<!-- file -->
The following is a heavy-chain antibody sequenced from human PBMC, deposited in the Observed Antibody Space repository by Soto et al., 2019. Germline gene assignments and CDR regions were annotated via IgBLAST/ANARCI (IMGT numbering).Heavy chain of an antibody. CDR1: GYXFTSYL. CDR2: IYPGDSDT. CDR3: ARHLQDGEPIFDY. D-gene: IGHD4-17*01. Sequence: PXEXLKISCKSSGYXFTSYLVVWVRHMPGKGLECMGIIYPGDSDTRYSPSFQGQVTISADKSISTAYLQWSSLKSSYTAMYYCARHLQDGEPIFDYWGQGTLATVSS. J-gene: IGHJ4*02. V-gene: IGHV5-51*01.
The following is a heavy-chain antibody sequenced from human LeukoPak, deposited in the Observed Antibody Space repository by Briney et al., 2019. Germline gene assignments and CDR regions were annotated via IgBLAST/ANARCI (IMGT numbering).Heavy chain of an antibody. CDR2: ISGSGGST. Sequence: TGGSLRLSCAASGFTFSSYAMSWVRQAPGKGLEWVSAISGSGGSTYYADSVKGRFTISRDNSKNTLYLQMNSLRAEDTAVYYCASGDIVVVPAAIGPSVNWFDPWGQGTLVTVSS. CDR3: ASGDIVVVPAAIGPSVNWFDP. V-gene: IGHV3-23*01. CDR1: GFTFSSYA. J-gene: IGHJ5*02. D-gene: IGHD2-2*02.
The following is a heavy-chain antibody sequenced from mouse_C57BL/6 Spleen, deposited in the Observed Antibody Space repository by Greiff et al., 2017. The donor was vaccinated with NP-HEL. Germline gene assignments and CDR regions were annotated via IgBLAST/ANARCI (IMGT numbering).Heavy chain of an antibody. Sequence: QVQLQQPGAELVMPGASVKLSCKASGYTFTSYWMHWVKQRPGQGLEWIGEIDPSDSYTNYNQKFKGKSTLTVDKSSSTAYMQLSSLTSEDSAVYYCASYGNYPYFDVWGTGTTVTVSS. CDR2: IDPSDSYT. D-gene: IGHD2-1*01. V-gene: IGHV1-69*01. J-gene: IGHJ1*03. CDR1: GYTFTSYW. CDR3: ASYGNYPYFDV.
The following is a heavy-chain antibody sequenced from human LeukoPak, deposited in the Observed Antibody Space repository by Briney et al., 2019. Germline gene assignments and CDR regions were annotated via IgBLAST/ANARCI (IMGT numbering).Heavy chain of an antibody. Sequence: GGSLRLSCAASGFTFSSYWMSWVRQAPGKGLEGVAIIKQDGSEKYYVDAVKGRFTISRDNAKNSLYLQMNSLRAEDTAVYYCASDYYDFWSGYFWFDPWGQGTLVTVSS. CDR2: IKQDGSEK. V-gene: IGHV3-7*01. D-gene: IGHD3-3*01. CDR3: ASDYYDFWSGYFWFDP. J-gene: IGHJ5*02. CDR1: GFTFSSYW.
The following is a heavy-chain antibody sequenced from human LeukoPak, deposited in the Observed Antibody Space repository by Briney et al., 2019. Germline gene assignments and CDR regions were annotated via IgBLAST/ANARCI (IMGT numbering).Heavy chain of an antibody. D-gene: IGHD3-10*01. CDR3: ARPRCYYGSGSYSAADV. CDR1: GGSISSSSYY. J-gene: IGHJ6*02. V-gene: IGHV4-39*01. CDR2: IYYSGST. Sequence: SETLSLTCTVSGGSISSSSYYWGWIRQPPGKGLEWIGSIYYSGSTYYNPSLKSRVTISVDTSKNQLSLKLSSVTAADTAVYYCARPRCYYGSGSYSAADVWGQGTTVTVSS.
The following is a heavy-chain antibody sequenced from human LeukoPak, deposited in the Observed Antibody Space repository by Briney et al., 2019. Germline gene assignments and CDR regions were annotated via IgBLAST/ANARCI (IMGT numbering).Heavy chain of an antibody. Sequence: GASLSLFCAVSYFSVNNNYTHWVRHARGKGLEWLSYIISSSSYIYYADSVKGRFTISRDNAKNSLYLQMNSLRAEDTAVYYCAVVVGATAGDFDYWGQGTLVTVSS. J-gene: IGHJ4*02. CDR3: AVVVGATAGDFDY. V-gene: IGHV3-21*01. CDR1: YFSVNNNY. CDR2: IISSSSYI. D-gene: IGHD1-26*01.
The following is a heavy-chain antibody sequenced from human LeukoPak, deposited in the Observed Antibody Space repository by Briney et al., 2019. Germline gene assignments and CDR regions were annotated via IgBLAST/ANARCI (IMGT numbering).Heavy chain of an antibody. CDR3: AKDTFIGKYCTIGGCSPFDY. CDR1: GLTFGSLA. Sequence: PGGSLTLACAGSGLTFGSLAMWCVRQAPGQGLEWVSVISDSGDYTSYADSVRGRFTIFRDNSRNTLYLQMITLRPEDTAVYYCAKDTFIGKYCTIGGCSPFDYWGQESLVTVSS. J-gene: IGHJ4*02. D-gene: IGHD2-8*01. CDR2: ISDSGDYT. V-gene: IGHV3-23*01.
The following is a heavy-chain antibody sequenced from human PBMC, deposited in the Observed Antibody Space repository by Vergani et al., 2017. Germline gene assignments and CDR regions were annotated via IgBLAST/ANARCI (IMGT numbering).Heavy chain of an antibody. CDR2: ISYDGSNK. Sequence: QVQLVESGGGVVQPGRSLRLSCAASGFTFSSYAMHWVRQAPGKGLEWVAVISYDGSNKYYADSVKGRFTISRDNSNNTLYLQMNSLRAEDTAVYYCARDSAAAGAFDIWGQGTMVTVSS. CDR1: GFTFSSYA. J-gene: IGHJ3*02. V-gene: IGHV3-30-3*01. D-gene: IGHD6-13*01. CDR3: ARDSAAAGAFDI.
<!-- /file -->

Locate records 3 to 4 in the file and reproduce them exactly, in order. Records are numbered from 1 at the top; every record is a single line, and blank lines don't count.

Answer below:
The following is a heavy-chain antibody sequenced from mouse_C57BL/6 Spleen, deposited in the Observed Antibody Space repository by Greiff et al., 2017. The donor was vaccinated with NP-HEL. Germline gene assignments and CDR regions were annotated via IgBLAST/ANARCI (IMGT numbering).Heavy chain of an antibody. Sequence: QVQLQQPGAELVMPGASVKLSCKASGYTFTSYWMHWVKQRPGQGLEWIGEIDPSDSYTNYNQKFKGKSTLTVDKSSSTAYMQLSSLTSEDSAVYYCASYGNYPYFDVWGTGTTVTVSS. CDR2: IDPSDSYT. D-gene: IGHD2-1*01. V-gene: IGHV1-69*01. J-gene: IGHJ1*03. CDR1: GYTFTSYW. CDR3: ASYGNYPYFDV.
The following is a heavy-chain antibody sequenced from human LeukoPak, deposited in the Observed Antibody Space repository by Briney et al., 2019. Germline gene assignments and CDR regions were annotated via IgBLAST/ANARCI (IMGT numbering).Heavy chain of an antibody. Sequence: GGSLRLSCAASGFTFSSYWMSWVRQAPGKGLEGVAIIKQDGSEKYYVDAVKGRFTISRDNAKNSLYLQMNSLRAEDTAVYYCASDYYDFWSGYFWFDPWGQGTLVTVSS. CDR2: IKQDGSEK. V-gene: IGHV3-7*01. D-gene: IGHD3-3*01. CDR3: ASDYYDFWSGYFWFDP. J-gene: IGHJ5*02. CDR1: GFTFSSYW.